As of tomorrow the new changes to requesting flexible work arrangements come into effect for all businesses under the national workplace relations system. If you are a Sole Trader eg: Jane Smith T/as Janes Cafe, an unincorporated partnership eg: Jane & Bob Smith T/as Janes Cafe or an unincorporated trust eg: Jane and Bob Smith as trustee for Janes Cafe you fall under the WA Industrial Relations Commission, so these changes do not effect you. The majority of employees in Australia fall under the Federal system which covers all constitutional corporations or in layman’s terms it is any business with “Ltd” or “Pty Ltd” after its name. All other states in Australia have referred their industrial relations powers to the Federal system but Western Australia being Western Australia has chosen to keep the State based system.

So what are the changes and how do they effect your business.

Come December 1 2018 there will be a right for certain employees to request flexible working arrangements from their employer. An employer can only refuse such a request on “reasonable business grounds”.

More specifically, the requests may be made by:

  • permanent employees who have completed 12 months of service
  • casual employees who have been employed on a regular & systematic basis for a sequence of periods of employment of at least 12 months, and have a reasonable expectation of the arrangement to continue

Eligible employees are entitled to request a change in their working arrangements if they:

  • are the parent, or have responsibility for the care, of a child who is school aged or younger
  • are a carer (under the Carer Recognition Act 2010)
  • have a disability
  • are 55 or older
  • are experiencing family or domestic violence, or
  • provide care or support to a member of their household or immediate family who requires care and support because of family or domestic violence.

Examples of changes in working arrangements may include:

  • hours of work (eg. changes to start and finish times)
  • patterns of work (eg. split shifts or job sharing)
  • locations of work (eg. working from home).

Employers must give employees a written response to the request within 21 days, stating whether they grant or refuse the request and may refuse the request only on reasonable business grounds. If the employer refuses the request, the written response must include the reasons for the refusal.

Further, it is unlawful under:

  1. The Fair Work Act to take adverse action against employees including termination of employment
  2. State & Federal legislation to discriminate against employees either directly or indirectly through their employment because of their family or carers responsibilities

Employers must accommodate their employees’ family and carer responsibilities where it is reasonable to do so. Whether a refusal to accommodate such requests is unreasonable will depend on the facts and circumstances of the particular situation. A defence is available to employers on the basis that an adjustment is not reasonable if it would cause an unjustifiable hardship on the employer taking all circumstances into account, including consideration of:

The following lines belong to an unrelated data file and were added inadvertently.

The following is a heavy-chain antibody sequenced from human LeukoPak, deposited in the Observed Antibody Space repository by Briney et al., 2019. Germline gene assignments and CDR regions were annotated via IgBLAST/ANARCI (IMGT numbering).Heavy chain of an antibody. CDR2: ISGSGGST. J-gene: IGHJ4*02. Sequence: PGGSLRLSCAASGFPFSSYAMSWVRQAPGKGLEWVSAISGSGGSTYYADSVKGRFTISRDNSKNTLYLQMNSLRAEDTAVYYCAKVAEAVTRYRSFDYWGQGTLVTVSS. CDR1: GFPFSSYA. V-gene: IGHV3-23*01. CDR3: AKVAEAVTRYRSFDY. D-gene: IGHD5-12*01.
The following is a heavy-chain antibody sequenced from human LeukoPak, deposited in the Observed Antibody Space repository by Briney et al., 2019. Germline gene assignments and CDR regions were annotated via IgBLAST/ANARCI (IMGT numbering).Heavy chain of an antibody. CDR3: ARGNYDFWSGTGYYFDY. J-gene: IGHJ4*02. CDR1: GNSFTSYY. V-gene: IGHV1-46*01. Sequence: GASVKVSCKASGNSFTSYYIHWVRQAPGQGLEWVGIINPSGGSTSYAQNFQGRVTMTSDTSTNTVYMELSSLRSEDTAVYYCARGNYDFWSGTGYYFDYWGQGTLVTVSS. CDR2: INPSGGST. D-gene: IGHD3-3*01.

• the requested arrangements are too costly
  • other employees’ working arrangements can’t be changed to accommodate the request
  • it’s impractical to change other employees’ working arrangements or hire new employees to accommodate the request
  • the request would result in a significant loss of productivity or have a significant negative impact on customer service.

Reasonable grounds for refusal for a small employer may differ vastly to those that are reasonable for a large, well resourced employer.

For example if the employee is in a customer facing role or manning a busy switchboard, and you are a small – medium employer with a minimal number of similar employees to provide coverage for the absence, and recruiting may be impractical given the hours of engagement, then you may be able to justify that you have reasonable business grounds. The same situation with a large employer with 20 + admin staff would struggle to provide such a justification.

Similarly a non customer facing role who can complete the bulk of their tasks online, and with minimal interaction, such as an accountant or engineer would have quite a good case to suggest their absence from the office to work from home would create minimal disruptions to the operations.

The future is now

The reality is flexible working arrangements will soon become the new normal, and not just for the legislated requirements we have now. In a recent white paper released by Employment Hero on what Australian employees want from their workplace, flexible work arrangements rated in the top 3 wants with 45% of respondents indicating it was important to them when choosing a prospective employer. The same group, when asked what benefits they would like their existing employer to introduce, overwhelmingly stated flexible work arrangements with 59% of respondents giving it priority over other benefits such as career development, financial incentives and “feel good” benefits such free massages.